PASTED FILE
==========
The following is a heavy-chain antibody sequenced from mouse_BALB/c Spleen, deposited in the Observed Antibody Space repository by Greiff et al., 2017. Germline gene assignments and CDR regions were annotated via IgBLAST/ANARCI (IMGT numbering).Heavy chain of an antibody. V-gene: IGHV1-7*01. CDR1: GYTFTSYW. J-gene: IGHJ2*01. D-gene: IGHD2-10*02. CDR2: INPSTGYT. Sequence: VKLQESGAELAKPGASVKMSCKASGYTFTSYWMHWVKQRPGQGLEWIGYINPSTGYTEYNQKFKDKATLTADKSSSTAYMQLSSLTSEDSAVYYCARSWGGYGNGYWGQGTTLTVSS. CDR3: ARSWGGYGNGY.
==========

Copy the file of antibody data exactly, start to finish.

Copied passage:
The following is a heavy-chain antibody sequenced from mouse_BALB/c Spleen, deposited in the Observed Antibody Space repository by Greiff et al., 2017. Germline gene assignments and CDR regions were annotated via IgBLAST/ANARCI (IMGT numbering).Heavy chain of an antibody. V-gene: IGHV1-7*01. CDR1: GYTFTSYW. J-gene: IGHJ2*01. D-gene: IGHD2-10*02. CDR2: INPSTGYT. Sequence: VKLQESGAELAKPGASVKMSCKASGYTFTSYWMHWVKQRPGQGLEWIGYINPSTGYTEYNQKFKDKATLTADKSSSTAYMQLSSLTSEDSAVYYCARSWGGYGNGYWGQGTTLTVSS. CDR3: ARSWGGYGNGY.